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Even Hitler and his retinue of yes-men knew that subjugating Britain would require a risky and complex invasion. The English Channel, though relatively narrow at some points, served as a giant moat that required amphibious landings on slow-moving vessels, which would be vulnerable to attack from above. Nazi control of the air would be the key to a successful invasion. With proper preparations for a seaborne invasion many months out, Göring pushed for an air campaign, and Hitler approved.

The Luftwaffe’s first objective was to destroy RAF airfields, but Luftwaffe planes were not designed for this mission, and their pilots — though experienced — were no match for the RAF’s pilots in spitfires and hurricanes. These planes had unmatched maneuverability, and home-field advantage played an equally important role. The British had a superior early warning radar system that enabled them to plot the likely flight path of incoming enemies and to scramble their gassed and fully loaded planes efficiently. Over Britain, each downed German represented not only a lost airplane but also a lost pilot. Maintaining air superiority was a fight for survival, and the British pilots knew that the fate of freedom for their island, and perhaps for civilization, rested on their shoulders. They turned the tide of the war in fighting, as Churchill noted, “undaunted by the odds, unwearied in their constant challenge and mortal danger.”

While the concept of air superiority was initially academic, the Battle of Britain proved it critical to modern military success. Since then, the need for air superiority has remained unquestioned. A country might not win with air superiority, but failure was guaranteed without it. The use of airpower to master the skies has been the first order of business in every major conflict since World War II. Even today, with the development of defensive missile shields and the capability of intercepting incoming aircraft and missiles, air superiority is and will remain a critical objective in any conflict. But air superiority is starting to give way to space superiority.

As we become more and more dependent on satellites, and as human activity in space becomes less of a novelty, controlling space will be critical not only for commercial and economic success, but also for global stability and the defense of our nation. The nation that controls space will control the destiny of the entire world. To be dominant in space is to be dominant period, and the dominating nation will have the final say over many aspects of our lives.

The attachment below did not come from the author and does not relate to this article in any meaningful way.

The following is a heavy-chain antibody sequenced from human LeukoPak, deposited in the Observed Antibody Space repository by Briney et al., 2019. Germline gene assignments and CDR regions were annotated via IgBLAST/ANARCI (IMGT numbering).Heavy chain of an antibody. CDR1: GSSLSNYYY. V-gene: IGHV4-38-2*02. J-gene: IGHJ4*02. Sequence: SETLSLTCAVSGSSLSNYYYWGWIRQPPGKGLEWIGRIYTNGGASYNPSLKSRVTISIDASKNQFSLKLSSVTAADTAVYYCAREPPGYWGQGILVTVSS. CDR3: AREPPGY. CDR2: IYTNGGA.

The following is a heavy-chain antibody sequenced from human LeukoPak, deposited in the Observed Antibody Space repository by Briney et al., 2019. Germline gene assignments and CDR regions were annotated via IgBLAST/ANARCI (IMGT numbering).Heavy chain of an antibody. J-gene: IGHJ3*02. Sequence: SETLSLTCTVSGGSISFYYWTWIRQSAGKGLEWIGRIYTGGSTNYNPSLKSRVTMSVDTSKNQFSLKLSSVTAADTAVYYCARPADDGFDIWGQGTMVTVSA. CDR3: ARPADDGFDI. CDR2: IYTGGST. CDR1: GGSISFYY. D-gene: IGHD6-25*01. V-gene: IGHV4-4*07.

Those who would object to the militarization of space do not understand, or refuse to see, today’s reality. The activities of the Chinese Communist Party (CCP) in space are similar to those of the nations who sought to control the sea in the 19th century and the air in the 20th century. At present, these activities are largely unchecked by other nations and international organizations.

There was a time when the United Nations was capable of limiting space to peaceful means. Similar to the control of nuclear weapons, the United Nations provided a means of achieving an international consensus that limiting weapons in space was beneficial for all nations. But, as with any large organization attempting to achieve consensus among diverse groups, the only real agreement among nations became the lowest common denominator. Thus, UN limits on the militarization of space are limited, weak, and ineffective.

This void of international leadership is being filled by a resurgent communist China, intent on achieving world domination — a long-term national goal. With few international limitations, the CCP is seeking space superiority to impose its ideas on the world and thereby supplant civilization’s shared liberal principles. The UN has been aggressively helpless or simply unable to check China’s dreams of space superiority. While the CCP has yet to obtain the domination it seeks, it is clearly on track with covert military missions, like developing its own GPS system that would aid in obtaining space superiority.

The United States cannot let this happen. Students of history know that many of the great and terrible military conflicts could have been prevented or mitigated with proper foresight and preparation. Unless the United States acts soon to check CCP aggression in space, we may have extremely limited choices in the future.

Our new Space Force must explain the seriousness of this threat and develop strategic plans to protect space from the domination of any one country. This grand effort will require allies who not only understand the threat, but who are financially able to join with the United States to dominate space for peaceful purposes. The free world’s shared cultural and civic traditions could form the basis for ensuring that space can never be dominated by one country.